Natasha Stacey

Natasha Stacey

Dr Natasha Stacey holds a PhD in anthropology from the Northern Territory University. Over the last 15 years she worked on natural resource management research and development projects across the Pacific Islands and eastern Indonesia, and more recently northern Australia, Timor Leste and Malaysia.

She spent most of the 1990s conducting research into the social, cultural and economic drivers of Bajo and other Indonesian traditional fishing activity in Australian waters. During 2000- 2005 she was employed as a Community Assessment and Participation Specialist on a  Global Environment Facility-funded Pacific International Waters Project based at the headquarters of the Pacific Regional Environment Programme in Samoa. For the last six years she has worked as a Research Fellow at Charles Darwin University and currently holds a Senior Research Fellow position in the Research Institute for the Environment and Livelihoods at Charles Darwin University. Recent research projects include development of alternative livelihoods for communities in the Northern Territory and West Timor, Indonesia; building local capacity for whale shark conservation in eastern Indonesia; designing a participatory monitoring framework to support joint management of Parks in the Northern Territory, and improving coastal and marine livelihoods, and fisheries management in the Arafura-Timor Seas region. Her research interests include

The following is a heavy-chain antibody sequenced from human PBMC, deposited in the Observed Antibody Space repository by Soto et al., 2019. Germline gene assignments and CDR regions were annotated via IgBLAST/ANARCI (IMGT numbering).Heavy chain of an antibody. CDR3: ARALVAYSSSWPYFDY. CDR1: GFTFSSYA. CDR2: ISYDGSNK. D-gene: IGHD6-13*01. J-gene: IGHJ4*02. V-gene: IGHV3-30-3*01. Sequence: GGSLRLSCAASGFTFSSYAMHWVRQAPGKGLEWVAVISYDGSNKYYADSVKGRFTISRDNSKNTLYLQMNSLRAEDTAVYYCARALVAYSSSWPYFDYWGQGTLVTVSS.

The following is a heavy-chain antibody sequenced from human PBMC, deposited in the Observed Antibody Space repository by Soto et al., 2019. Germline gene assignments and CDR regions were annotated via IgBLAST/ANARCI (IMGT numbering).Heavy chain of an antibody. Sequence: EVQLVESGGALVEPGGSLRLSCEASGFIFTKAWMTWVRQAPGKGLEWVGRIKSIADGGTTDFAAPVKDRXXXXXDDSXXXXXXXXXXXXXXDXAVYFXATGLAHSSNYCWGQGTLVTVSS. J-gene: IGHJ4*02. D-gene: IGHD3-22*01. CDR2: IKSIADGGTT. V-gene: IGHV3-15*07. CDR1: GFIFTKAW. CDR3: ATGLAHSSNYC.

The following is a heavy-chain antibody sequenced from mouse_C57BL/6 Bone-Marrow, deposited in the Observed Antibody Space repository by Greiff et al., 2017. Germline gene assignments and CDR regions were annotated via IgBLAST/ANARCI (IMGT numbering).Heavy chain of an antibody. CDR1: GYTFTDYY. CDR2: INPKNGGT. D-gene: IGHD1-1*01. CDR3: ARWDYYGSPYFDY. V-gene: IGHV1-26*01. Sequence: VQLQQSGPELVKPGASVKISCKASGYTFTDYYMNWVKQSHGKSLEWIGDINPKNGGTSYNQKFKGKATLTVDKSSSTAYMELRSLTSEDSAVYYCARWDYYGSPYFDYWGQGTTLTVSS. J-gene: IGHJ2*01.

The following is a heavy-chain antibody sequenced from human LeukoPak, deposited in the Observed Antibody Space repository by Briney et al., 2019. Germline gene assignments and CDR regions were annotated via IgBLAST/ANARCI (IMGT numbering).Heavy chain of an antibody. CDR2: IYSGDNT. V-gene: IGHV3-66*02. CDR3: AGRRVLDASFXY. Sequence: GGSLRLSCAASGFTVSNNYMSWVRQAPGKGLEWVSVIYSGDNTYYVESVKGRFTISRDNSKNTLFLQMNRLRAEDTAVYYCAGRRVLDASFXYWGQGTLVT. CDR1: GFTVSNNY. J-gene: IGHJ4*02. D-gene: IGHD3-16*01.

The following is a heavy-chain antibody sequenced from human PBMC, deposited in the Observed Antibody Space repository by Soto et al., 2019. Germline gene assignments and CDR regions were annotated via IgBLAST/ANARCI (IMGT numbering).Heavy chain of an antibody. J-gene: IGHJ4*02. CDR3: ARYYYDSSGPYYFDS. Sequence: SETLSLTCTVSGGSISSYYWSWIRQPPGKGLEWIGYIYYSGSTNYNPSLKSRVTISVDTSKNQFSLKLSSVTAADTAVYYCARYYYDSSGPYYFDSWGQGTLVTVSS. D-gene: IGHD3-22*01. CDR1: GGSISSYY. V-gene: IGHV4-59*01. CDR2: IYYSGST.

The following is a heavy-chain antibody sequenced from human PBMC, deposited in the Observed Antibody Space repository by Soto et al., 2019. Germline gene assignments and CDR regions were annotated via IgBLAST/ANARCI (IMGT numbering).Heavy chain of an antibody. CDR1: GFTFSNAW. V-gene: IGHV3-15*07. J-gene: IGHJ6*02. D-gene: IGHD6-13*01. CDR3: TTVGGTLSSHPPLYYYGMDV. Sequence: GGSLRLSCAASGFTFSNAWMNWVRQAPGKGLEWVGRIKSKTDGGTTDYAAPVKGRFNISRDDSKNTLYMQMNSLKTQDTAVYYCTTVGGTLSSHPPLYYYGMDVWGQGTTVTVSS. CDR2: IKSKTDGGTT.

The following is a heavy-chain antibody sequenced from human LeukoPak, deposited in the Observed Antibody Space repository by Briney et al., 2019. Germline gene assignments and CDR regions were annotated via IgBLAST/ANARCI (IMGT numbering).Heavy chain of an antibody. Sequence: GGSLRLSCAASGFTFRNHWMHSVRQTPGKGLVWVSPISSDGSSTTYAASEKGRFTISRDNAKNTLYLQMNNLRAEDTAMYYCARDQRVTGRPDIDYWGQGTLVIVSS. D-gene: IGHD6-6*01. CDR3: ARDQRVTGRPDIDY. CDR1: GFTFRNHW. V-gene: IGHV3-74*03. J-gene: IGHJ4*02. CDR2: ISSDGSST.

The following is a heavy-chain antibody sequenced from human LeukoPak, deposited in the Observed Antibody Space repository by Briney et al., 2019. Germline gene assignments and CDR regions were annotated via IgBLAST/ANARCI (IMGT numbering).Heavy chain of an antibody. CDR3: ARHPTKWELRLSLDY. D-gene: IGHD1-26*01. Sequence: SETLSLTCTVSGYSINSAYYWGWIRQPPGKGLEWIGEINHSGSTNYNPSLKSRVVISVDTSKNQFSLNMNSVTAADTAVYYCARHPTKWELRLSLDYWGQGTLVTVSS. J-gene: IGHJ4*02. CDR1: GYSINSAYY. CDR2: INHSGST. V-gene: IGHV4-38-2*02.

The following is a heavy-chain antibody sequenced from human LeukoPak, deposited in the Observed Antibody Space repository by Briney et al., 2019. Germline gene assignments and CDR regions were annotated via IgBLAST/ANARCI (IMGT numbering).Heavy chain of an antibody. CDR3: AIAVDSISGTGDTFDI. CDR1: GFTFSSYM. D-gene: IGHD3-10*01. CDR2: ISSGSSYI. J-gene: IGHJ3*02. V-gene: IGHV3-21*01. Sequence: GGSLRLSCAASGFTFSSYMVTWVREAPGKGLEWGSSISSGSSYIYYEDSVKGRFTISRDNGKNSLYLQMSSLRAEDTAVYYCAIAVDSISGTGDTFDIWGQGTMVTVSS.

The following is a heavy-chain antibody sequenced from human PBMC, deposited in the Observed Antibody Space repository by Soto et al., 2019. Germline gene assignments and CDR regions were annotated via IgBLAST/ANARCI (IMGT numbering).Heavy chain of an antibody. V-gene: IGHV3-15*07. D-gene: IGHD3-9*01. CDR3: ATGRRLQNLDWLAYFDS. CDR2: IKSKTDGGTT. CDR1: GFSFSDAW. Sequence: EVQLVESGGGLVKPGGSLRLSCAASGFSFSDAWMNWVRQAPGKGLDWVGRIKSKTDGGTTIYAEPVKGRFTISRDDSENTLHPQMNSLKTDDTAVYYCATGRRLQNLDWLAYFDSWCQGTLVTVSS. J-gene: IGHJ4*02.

• Social, cultural and economic issues impacting on environmental values, natural resources and protected areas
  • Approaches for multidisciplinary and interdisciplinary research for improved community-based resource management
  • Participatory planning processes and facilitation, social impact assessment
  • Bajo and Indonesian fishing activity in the Arafura and Timor seas
  • Maritime and environmental anthropology.

Boats to Burn »

Bajo Fishing Activity in the Australian Fishing Zone

Authored by: Natasha Stacey
ISBN (print): 9781920942946
ISBN (online): 9781920942953
Publication date: June 2007